The Klamath Basin National Wildlife Refuge complex includes the Upper Klamath, Klamath Marsh, and Bear Valley Refuges in Oregon and the Lower Klamath, Tule Lake, and Clear Lake Refuges in California. It has been estimated that nearly 80 percent of the migratory waterfowl in the Pacific Flyway pass through the …
In 1909 three members of the Czech Colonization Club in Omaha, Nebraska, investigated western lands in search of a region suitable for farming. After their journey, Land Committee member Vaclav Vostrcil recommended “the project in Klamath Falls, Oregon for our Czech settlement.”
He gave many reasons for this choice. Vostrcil found that “the government project near Klamath Falls has the largest supply of water which we have seen along our tour.” He considered the climate “mild and favorable” and the land very adaptable for irrigation, “having a mild slope over the whole grade.” Vostrcil admired the pine forests and fruit orchards of the vicinity, and, he noted, “here we saw the best alfalfa and the tallest rye.” Because of the “abundance of fish” and “numberless flocks of ducks, geese, and pelicans,” Vostrcil said that “for lovers of sports, the locality is perfect paradise.” He expressed his belief that “this country has before it a big future. Lumber for building is cheaper here than in other western countries and water power guarantees the industry of small business.” Another sign of the region’s big future was the railroad, which had come to Klamath Falls only three months earlier.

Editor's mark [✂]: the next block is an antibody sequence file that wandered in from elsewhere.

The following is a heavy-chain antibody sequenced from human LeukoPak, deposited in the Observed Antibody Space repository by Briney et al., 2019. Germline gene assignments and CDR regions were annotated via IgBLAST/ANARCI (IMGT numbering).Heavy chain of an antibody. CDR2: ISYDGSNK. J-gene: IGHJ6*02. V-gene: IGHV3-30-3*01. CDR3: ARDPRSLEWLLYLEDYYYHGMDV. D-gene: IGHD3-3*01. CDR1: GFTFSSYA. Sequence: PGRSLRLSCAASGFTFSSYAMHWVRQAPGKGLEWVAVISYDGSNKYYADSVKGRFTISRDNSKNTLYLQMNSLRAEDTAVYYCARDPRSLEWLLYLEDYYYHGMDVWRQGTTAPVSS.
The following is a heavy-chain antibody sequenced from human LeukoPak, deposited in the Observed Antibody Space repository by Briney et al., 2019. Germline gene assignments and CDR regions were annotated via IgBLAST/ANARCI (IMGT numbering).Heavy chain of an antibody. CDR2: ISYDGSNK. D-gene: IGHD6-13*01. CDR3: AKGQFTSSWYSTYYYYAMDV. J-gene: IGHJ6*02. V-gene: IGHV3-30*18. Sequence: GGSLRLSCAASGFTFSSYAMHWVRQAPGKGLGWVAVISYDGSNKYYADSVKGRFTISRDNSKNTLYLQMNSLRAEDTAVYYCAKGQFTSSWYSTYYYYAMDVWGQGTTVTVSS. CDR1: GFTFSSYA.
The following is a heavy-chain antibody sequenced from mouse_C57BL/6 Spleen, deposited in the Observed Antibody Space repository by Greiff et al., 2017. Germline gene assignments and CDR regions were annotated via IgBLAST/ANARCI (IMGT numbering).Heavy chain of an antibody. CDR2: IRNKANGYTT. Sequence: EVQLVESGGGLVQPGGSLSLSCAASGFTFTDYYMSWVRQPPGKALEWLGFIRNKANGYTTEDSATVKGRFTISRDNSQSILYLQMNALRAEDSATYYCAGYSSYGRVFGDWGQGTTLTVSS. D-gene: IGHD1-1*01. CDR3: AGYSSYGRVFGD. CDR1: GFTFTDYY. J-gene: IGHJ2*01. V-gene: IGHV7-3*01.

The undeveloped lands, the Czech farmer reported, sold for thirty dollars per acre, but “everyone has to buy their water rights from the government. These rights cost thirty-five dollars per acre and are payable in ten years without interest.”
Frank Zumpfe, who had traveled with Vostrcil on the selection tour, returned to Nebraska and immediately brought his family to the Klamath region. Zumpfe bought sixty-eight acres near Tule Lake. There was a large house and a broken-down barn on his land, which had previously been cultivated.
Before the year was out, fifty members of the Czech Colonization Club had bought Klamath Project land. Meeting in the Zumpfe house, the Czechs established a settlement, the town of Malin, which they named for a kind of horseradish that grows in Czechoslovakia.
People of Czech descent continue to live in Malin and elsewhere in the Upper Basin. Grandchildren and great-grandchildren of Colonization Club members farm Klamath Project lands today.
© Stephen Most, 2003. Updated by OHP staff, 2014.
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This entry was last updated on March 17, 2018